Where does coal come from?

A reddit user writes:

Most coal comes from the Carboniferous [period].
Plants with a structural polymer called lignin in their wood evolved [during that period], and completely dominated the planet. There were forests of woody club moss relatives called lycopsids that looked like Dr. Seuss trees all over the place.
Reconstructions of Lepidodendron (far left, Late Carboniferous, ~50 m tall), Sigillaria (left, Late Carboniferous, ~40 m,), Valmeyerodendron (middle top, Early Carboniferous, 0.6 m), Protolepidodendron (top right, Middle Devonian, 0.2 m), Chaloneria (bottom middle, Late Carboniferous, 2 m), Pleuromeia (bottom right, Triassic, 2 m) and Isoetes (bottom far right, extant, 30 cm): Source.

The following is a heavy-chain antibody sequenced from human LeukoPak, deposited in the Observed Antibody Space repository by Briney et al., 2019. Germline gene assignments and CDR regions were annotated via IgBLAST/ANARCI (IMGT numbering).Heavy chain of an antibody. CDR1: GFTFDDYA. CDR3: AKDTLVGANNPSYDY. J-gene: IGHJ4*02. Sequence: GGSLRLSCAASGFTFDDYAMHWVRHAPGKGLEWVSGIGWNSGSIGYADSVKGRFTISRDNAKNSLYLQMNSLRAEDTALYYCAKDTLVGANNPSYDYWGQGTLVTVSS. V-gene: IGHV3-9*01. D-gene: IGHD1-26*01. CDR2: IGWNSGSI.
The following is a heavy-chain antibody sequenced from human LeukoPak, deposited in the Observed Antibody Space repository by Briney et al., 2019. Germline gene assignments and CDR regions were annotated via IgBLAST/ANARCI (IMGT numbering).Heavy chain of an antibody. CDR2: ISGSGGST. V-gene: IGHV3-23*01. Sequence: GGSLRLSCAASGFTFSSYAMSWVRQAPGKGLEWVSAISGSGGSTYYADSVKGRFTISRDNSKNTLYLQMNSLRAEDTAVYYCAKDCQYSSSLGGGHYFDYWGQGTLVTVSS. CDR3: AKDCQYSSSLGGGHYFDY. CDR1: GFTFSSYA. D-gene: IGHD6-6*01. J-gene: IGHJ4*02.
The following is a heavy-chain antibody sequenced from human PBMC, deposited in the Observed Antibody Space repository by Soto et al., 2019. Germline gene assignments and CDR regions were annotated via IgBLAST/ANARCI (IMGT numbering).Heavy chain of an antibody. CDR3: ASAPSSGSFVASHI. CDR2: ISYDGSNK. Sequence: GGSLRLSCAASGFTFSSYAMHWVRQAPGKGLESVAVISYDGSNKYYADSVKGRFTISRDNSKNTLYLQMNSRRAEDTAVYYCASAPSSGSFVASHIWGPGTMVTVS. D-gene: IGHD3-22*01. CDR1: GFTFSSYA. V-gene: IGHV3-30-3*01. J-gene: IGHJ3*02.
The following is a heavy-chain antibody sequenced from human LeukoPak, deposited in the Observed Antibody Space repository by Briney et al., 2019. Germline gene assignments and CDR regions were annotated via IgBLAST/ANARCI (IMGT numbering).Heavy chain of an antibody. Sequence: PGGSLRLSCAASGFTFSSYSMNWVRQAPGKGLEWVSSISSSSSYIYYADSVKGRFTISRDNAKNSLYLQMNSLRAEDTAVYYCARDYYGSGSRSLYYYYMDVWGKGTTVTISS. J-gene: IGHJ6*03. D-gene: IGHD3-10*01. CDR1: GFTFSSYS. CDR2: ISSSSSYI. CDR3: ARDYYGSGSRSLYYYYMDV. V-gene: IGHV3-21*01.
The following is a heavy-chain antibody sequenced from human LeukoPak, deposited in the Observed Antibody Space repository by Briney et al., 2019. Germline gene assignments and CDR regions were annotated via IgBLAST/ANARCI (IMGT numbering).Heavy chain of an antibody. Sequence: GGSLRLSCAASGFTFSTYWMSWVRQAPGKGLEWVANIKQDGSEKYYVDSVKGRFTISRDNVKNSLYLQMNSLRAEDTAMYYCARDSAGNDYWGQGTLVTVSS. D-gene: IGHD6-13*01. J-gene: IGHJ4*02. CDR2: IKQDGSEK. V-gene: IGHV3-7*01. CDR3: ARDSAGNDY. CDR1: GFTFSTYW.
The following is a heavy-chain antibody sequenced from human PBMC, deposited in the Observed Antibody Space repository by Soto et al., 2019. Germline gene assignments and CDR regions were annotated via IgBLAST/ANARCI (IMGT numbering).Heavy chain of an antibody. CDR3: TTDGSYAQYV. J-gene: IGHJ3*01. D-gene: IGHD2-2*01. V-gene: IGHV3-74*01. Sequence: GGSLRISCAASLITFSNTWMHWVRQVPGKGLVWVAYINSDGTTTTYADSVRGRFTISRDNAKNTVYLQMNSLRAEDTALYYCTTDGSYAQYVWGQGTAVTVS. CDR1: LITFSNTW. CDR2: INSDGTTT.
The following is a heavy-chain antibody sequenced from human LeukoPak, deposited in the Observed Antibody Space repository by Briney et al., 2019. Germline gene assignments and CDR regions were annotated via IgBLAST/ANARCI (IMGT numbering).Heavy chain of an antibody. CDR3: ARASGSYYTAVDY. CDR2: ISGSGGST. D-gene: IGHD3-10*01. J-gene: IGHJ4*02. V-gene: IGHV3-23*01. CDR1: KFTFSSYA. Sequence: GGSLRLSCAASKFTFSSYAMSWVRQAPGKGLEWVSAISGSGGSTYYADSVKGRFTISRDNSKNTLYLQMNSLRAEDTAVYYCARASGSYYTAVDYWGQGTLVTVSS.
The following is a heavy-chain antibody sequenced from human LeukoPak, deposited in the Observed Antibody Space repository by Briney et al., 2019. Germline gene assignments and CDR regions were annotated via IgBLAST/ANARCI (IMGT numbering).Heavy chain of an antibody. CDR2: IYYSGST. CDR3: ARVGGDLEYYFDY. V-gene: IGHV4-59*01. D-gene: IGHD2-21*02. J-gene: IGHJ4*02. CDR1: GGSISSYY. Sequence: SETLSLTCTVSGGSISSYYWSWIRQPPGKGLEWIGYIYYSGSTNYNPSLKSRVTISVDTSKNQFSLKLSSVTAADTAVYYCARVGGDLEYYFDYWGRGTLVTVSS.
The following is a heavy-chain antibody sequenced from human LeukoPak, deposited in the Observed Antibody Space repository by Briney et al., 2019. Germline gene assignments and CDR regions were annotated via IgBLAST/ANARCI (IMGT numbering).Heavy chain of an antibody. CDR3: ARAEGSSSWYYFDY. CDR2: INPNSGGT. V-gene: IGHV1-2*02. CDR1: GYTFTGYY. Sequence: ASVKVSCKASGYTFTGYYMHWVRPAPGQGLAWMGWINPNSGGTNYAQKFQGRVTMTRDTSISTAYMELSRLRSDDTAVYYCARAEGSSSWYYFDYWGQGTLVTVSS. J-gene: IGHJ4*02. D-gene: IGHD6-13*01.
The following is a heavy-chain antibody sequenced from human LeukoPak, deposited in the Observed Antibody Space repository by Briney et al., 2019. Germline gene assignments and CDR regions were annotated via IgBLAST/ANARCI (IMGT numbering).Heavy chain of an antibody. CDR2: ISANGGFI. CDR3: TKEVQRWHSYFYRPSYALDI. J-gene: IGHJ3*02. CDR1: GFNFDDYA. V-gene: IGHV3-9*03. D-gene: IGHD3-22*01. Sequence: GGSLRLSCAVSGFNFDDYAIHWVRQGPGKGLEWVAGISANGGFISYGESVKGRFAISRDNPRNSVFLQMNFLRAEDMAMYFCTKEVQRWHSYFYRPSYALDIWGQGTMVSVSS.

These days we have organisms like termites with symbiotic bacteria in their stomachs to break down lignin and eat wood, but it took millions of years for decomposers and detritivores to figure out how to eat it fast enough to keep up with the supply of dead trees. For ancient life all this wood might as well have been plastic. Vast, vast amounts of lignin-bearing wood piled up and was buried and we have named lignite coal for it. Carboniferous means carbon-bearing.

Fascinating. I did not know this.

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